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Spondylolisthesis

With more children participating in sports every year, Spondylolisthesis is becoming more commonly diagnosed among youth.

Stretching for thirty minutes before participating in sports in growing children can prevent injury.

Spondylolisthesis

Spondylolisthesis is an overuse injury in children and is caused by frequent hyperextension of the lower back. It is becoming more common among children who play sports such as gymnastics, football or wrestling. Overuse injuries in children who play sports are on the rise. Spondylolisthesis is a condition in which one of the bones of the spine (vertebrae) slips out of place and off in front of the vertebra below it. If it slips too much, the bone can press on a nerve causing pain. Severe pressure on the nerves may also cause bladder dysfunction. Usually the bones of the lower back are affected.

How Common Is Spondylolisthesis?

Spondylolisthesis is a not uncommon cause of back pain in teens, who often begin showing symptoms during the teenage growth spurt. Overuse in sports that strain on the lower back can contribute to the condition. Warm up and stretching, especially during the growing years, is vitally important. The physicians at Medical City Children’s Orthopedic and Spine Specialists take care of all types of sports-related injuries including Spondylolisthesis. In case of an injury, we can see your child right away. You never have to wait long for an appointment. With convenient locations in Dallas, Frisco and McKinney, we are never far away.

Symptoms of Spondylolisthesis

Oftentimes people with spondylolisthesis are non-symptomatic and don’t even know they have the condition. When symptoms do occur, the most common one is low back pain which often spreads across the lower back and might feel like a muscle strain. Spondylolisthesis can also cause muscle spasms in the hamstring muscles in the back of the thighs. Tight hamstrings can cause a child to walk with short strides and with the knees slightly bent. If the slipped vertebra is pressing on a nerve, pain might spread down the leg to the foot. The foot might also tingle and/or feel numb.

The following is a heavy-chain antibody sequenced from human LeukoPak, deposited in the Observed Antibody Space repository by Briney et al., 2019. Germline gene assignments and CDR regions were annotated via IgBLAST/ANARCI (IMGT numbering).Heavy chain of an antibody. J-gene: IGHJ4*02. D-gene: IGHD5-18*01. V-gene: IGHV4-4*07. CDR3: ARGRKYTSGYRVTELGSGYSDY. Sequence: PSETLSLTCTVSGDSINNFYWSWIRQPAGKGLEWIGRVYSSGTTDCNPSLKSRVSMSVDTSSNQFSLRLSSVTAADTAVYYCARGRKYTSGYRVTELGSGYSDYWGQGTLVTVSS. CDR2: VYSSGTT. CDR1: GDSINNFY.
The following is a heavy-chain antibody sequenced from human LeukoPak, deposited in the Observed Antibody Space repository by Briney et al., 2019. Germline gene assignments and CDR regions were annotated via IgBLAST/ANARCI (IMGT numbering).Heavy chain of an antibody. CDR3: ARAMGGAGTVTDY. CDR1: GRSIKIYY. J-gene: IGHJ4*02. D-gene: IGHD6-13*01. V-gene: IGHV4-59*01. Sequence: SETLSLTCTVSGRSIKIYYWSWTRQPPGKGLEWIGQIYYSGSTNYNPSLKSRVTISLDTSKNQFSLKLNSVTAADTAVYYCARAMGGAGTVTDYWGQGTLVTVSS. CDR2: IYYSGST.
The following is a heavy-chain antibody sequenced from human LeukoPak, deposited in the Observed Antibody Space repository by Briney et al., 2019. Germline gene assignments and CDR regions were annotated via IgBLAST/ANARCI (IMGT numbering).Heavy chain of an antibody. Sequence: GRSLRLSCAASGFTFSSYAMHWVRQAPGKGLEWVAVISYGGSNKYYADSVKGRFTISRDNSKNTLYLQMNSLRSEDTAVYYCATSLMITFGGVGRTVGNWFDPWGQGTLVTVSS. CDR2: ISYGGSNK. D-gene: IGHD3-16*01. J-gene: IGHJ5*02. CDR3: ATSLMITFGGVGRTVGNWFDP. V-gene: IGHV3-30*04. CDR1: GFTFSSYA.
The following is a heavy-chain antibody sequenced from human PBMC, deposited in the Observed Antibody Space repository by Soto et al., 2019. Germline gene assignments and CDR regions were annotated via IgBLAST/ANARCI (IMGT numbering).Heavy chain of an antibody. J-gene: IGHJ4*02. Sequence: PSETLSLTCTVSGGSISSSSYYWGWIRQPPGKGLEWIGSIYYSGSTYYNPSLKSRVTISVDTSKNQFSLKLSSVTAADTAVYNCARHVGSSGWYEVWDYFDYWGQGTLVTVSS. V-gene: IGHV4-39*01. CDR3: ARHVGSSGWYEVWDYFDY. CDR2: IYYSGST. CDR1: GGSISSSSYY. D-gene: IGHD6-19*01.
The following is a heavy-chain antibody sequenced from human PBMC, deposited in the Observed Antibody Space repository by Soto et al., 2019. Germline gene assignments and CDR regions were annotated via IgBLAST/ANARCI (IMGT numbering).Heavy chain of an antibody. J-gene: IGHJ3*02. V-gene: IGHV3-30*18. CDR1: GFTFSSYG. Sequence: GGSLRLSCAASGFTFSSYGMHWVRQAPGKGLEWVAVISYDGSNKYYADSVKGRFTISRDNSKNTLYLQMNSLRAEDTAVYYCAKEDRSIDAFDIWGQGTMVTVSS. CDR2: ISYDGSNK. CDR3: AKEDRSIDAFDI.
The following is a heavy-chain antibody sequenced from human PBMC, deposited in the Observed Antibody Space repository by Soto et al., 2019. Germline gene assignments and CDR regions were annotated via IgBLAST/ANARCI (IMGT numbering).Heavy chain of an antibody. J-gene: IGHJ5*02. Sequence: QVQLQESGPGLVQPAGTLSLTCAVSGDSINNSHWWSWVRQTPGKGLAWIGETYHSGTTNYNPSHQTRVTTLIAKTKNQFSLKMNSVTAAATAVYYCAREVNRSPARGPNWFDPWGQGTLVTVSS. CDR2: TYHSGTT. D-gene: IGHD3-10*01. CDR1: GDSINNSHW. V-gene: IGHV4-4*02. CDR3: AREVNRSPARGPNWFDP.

Diagnosing Spondylolisthesis

An X-ray of the lower back can show a vertebra out of place; however, the more detailed images of a computed tomography (CT) scan or a magnetic resonance imaging (MRI) scan may be needed to more clearly see the bones and nerves involved.

Spondylolisthesis is becoming more common among teenagers

With spondylolisthesis, when the vertebra slips before the age of ten, it is more likely to be a big slip as teenagers. At Medical City Children’s Orthopedic and Spine Specialists, our board-certified physicians are especially trained in spinal injuries and specifically treat children and adolescents, so we understand the complexities of growth plates for children’s growing bones.” Shyam Kishan, MD

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Treating Spondylolisthesis

Treatment for spondylolisthesis depends on several factors, including the age and overall health of the child, the extent of the slippage, and the severity of the symptoms. Treatment is most often conservative. More severe spondylolisthesis may require surgery.

  • Conservative treatment – This involves rest, medication and moderate exercise. Taking a break from sports and other activities until the pain subsides is recommended. An over-the-counter, non-steroidal anti-inflammatory drug might also be recommended to help reduce pain and inflammation. Stronger medications might be prescribed if that does not provide relief. Epidural steroid injections in which medication is placed directly in the space surrounding the spine may also help reduce inflammation and ease pain.
  • Bracing – Additionally, a brace or back support may be used to help stabilize the lower back and reduce pain. An exercise program and/or physical therapy will help increase pain-free movement and improve flexibility and muscle strength. We periodically take X-rays to determine if bone slippage persists.
  • Physical therapy – Exercise strengthens the abdominal and/or back muscles thus minimizing bony movement of the spine. We generally recommend eight to 12 weeks of aggressive, daily stabilization exercises to achieve clinical improvement. Focus on stretching tight hamstrings, as well as core and spine extensor muscle strengthening helps.

Surgery – A surgical option may be necessary if the vertebra continues to slip or if the pain is not relieved by conservative treatment. Through surgery, we are able to stabilize the spine where the vertebra has slipped out of place and relieve the pain associated with an irritated nerve—all of which increases the person’s ability to function.

At Medical City Children’s Orthopedic and Spine Specialists, our physicians have successfully performed 4,500 surgeries so you can rest assured your child is in good hands. In the case that your child requires surgery, our compassionate medical team will sit down and discuss with you all the options available so your family can make an informed decision

Call 214-556-0590 to make an appointment.

Comprehensive services for children from birth through adolescence at three convenient locations: Dallas, Frisco and McKinney.